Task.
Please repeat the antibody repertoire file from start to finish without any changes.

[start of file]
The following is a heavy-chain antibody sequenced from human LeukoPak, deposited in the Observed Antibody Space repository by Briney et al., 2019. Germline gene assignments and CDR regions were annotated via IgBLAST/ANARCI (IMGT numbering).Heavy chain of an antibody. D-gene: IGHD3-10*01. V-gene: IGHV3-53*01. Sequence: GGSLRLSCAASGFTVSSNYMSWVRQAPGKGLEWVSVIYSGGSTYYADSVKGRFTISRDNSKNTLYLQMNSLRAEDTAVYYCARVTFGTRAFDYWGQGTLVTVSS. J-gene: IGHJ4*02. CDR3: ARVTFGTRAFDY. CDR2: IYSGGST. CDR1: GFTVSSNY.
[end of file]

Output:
The following is a heavy-chain antibody sequenced from human LeukoPak, deposited in the Observed Antibody Space repository by Briney et al., 2019. Germline gene assignments and CDR regions were annotated via IgBLAST/ANARCI (IMGT numbering).Heavy chain of an antibody. D-gene: IGHD3-10*01. V-gene: IGHV3-53*01. Sequence: GGSLRLSCAASGFTVSSNYMSWVRQAPGKGLEWVSVIYSGGSTYYADSVKGRFTISRDNSKNTLYLQMNSLRAEDTAVYYCARVTFGTRAFDYWGQGTLVTVSS. J-gene: IGHJ4*02. CDR3: ARVTFGTRAFDY. CDR2: IYSGGST. CDR1: GFTVSSNY.